Abid, O., Cognitive Programs Memory – A framework for integrating executive control in STAR, M.Sc. Thesis, Dept. of Electrical Engineering and Computer Science, York University, December 12, 2018.
Rosenfeld, A., Tsotsos, J.K., Bridging Cognitive Programs and Machine Learning, arXiv Preprint arXiv:1802.06091, February 2018.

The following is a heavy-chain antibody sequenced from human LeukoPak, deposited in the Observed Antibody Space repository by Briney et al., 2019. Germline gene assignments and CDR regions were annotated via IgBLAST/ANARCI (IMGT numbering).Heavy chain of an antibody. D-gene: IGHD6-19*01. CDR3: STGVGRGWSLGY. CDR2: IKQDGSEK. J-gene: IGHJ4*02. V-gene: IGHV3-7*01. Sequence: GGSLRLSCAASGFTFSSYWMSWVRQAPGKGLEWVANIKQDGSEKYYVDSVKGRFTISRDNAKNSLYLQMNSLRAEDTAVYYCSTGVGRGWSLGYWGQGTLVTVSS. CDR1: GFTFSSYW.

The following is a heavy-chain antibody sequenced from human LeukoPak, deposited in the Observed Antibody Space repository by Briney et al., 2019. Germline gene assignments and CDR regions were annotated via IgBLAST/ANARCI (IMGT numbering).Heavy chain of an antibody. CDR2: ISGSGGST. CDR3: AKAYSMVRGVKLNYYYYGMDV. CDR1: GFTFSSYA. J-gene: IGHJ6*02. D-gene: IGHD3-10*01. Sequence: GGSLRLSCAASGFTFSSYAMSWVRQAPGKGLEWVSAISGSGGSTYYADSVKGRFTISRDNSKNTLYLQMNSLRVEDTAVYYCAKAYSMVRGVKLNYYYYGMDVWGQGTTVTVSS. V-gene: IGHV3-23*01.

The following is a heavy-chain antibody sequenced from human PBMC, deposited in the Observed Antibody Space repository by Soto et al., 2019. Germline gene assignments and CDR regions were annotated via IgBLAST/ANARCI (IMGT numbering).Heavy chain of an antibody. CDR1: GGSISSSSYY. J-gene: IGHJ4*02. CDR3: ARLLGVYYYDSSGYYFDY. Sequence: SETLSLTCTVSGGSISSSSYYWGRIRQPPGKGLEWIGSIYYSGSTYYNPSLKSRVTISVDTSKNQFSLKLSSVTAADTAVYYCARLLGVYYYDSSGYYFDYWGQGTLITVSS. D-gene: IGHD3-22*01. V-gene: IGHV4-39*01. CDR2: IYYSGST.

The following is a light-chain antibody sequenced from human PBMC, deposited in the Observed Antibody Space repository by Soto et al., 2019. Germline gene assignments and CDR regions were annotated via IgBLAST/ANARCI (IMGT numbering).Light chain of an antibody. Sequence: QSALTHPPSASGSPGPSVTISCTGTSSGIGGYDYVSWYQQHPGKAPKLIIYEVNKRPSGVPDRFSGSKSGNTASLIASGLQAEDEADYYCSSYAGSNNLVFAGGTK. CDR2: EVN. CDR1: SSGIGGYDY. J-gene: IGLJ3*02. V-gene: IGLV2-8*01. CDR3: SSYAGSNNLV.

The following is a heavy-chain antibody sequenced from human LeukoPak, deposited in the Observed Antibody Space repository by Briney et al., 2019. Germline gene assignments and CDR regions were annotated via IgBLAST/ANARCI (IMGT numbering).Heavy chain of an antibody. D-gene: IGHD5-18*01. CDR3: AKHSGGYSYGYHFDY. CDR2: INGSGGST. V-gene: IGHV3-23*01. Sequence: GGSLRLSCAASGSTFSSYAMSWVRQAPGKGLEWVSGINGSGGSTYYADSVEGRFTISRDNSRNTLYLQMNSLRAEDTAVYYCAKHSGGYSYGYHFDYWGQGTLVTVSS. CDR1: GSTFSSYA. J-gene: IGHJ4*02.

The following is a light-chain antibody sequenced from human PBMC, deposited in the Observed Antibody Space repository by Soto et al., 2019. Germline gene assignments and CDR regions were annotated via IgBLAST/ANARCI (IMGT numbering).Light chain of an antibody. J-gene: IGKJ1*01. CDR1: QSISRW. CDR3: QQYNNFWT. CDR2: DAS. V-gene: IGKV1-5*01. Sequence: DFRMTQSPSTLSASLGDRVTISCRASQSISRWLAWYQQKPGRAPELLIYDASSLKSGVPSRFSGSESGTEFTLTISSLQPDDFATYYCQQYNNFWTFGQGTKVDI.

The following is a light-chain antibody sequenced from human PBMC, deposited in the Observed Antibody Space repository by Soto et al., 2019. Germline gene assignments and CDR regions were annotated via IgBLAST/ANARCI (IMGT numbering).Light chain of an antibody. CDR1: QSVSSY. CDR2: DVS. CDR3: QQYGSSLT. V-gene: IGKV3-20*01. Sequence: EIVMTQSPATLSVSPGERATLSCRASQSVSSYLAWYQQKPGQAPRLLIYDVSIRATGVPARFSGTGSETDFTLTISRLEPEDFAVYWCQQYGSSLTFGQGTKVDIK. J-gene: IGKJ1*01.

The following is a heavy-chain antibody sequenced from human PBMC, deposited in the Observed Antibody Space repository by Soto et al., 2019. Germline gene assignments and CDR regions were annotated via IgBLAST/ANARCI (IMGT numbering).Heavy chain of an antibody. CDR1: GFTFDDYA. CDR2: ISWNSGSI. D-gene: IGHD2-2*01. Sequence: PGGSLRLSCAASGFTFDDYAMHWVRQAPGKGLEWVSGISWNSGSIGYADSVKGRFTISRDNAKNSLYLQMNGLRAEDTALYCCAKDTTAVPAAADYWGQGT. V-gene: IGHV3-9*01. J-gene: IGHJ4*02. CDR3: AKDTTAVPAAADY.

Kunic, T., Cognitive Program Compiler, M.Sc. Thesis, Dept. of Electrical Engineering and Computer Science, York University, April 11, 2017.
Tsotsos JK, Kruijne W (2014). Cognitive programs: Software for attention’s executive. Frontiers in Psychology: Cognition 5:1260. doi: 10.3389/fpsyg.2014.01260 (Special Issue on Theories of Visual Attention – linking cognition, neuropsychology, and neurophysiology, edited by S. Kyllingsbæk, C. Bundesen, S. Vangkilde)
Tsotsos JK. Cognitive programs: towards an executive controller for visual attention. F1000Posters 2013, 4:355 (poster)